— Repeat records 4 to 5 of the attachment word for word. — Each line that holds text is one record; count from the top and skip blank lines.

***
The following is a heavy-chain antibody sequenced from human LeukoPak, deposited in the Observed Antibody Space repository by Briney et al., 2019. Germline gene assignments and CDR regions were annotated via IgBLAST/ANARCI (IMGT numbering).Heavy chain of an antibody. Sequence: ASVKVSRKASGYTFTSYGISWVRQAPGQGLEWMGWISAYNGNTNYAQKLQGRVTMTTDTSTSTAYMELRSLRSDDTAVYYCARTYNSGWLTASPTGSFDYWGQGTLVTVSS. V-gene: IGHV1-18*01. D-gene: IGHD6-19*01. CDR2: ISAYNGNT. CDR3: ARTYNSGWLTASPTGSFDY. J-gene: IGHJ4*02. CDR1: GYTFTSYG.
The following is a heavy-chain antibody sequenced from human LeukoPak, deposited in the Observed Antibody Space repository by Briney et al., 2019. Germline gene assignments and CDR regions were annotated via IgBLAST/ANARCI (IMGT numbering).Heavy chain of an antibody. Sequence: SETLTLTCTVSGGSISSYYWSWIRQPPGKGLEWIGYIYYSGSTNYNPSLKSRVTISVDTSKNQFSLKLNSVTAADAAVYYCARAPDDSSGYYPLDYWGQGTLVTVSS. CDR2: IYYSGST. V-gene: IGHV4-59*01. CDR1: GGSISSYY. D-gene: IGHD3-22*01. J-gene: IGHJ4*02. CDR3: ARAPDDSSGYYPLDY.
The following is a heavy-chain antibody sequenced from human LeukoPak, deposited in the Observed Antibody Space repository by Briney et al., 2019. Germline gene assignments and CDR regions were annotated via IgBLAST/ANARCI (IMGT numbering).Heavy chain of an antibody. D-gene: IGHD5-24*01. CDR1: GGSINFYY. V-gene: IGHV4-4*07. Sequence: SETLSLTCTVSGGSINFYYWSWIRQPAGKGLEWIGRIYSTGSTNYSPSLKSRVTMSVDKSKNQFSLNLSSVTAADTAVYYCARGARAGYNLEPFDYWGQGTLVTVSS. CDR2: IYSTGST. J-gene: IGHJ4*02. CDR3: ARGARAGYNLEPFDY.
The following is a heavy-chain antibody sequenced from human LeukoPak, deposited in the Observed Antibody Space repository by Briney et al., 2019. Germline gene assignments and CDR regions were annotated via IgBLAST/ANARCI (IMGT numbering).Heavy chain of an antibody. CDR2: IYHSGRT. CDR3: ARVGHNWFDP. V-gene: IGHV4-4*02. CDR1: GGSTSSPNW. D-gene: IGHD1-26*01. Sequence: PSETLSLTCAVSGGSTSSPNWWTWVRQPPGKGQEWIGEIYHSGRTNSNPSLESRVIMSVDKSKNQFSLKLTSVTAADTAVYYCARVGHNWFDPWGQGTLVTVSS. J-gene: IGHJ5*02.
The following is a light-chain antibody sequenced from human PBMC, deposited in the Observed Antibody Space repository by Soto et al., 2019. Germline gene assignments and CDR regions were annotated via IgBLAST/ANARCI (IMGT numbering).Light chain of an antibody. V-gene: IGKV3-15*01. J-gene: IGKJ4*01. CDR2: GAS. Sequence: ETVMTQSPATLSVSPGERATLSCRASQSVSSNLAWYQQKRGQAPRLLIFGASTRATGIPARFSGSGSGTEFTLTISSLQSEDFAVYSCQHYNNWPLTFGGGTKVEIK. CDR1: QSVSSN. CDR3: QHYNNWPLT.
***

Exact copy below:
The following is a heavy-chain antibody sequenced from human LeukoPak, deposited in the Observed Antibody Space repository by Briney et al., 2019. Germline gene assignments and CDR regions were annotated via IgBLAST/ANARCI (IMGT numbering).Heavy chain of an antibody. CDR2: IYHSGRT. CDR3: ARVGHNWFDP. V-gene: IGHV4-4*02. CDR1: GGSTSSPNW. D-gene: IGHD1-26*01. Sequence: PSETLSLTCAVSGGSTSSPNWWTWVRQPPGKGQEWIGEIYHSGRTNSNPSLESRVIMSVDKSKNQFSLKLTSVTAADTAVYYCARVGHNWFDPWGQGTLVTVSS. J-gene: IGHJ5*02.
The following is a light-chain antibody sequenced from human PBMC, deposited in the Observed Antibody Space repository by Soto et al., 2019. Germline gene assignments and CDR regions were annotated via IgBLAST/ANARCI (IMGT numbering).Light chain of an antibody. V-gene: IGKV3-15*01. J-gene: IGKJ4*01. CDR2: GAS. Sequence: ETVMTQSPATLSVSPGERATLSCRASQSVSSNLAWYQQKRGQAPRLLIFGASTRATGIPARFSGSGSGTEFTLTISSLQSEDFAVYSCQHYNNWPLTFGGGTKVEIK. CDR1: QSVSSN. CDR3: QHYNNWPLT.